To compute the probability of getting a K and Q of the same suit, notice that for the first card, 8 of the 52 cards will give you a chance. Once the first card is chosen, only 1 of the 51 cards that remain will give give you the Royal Match. Hence the probability is
P(Royal Match) = (8/52)(1/51) = 0.0030166
To compute the probability that your first two cards are the same suit, note that this means that the second card is the suit of the first card. After the first card is dealt, there are 51 cards left, 12 of the same suit as the first card. We then need to subtract the Royal Match probability so that we do not double count it. Hence this probability is
P(Same Suit) = 12/51 - 0.0030166 = 0.232277
Now to compute the probability that you lose, just subtract the above probabilities from 1.
P(Lose) = 1 - .0030166 - 0.232277 = 0.764706
Since the payoffs are 3 to 1 and 10 to 1, we can compute the expected value if $1 is wagered.
EV = (10)(0.0030166) + (3)(0.232277) + (-1)(0.764706) = -.0377
This means that if you make this wager many times, you can expect to lose on average about 4 cents per game.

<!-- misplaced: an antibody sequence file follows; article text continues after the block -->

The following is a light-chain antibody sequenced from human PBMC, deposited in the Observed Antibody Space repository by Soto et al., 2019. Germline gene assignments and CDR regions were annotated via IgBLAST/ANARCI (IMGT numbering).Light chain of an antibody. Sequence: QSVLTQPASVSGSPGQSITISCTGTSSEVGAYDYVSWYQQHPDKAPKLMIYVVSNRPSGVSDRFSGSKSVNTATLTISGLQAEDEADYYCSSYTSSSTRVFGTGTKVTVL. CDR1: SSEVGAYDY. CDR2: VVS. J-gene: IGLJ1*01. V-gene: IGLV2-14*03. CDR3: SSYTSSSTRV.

We will show that calculation of the insurance bet in a few different situations. In each of these assume that you are playing at a single deck table.
You are dealt a 10 and Q. Should you buy insurance?
We will compute the expected value. To win the insurance bet, the dealer must have a 10, J, Q, or K as the down card. Since you have a 10 and Q there are only 14 cards left that make your insurance bet win. There are 49 unseen cards left in the deck (52 minus your 2 and the dealer's Ace). Hence the probability of winning the insurance bet is
P(Win Insurance) = 14/49 = 2/7
The probability of losing is
P(Lose) = 1 - 2/7 = 5/7
The expected value for a $1 wager is
EV = (2)(2/7) - (-1)(5/7) = -0.143
In this situation you can expect to lose an average of about 14 cents per try.
Situation 2 (Card Counting)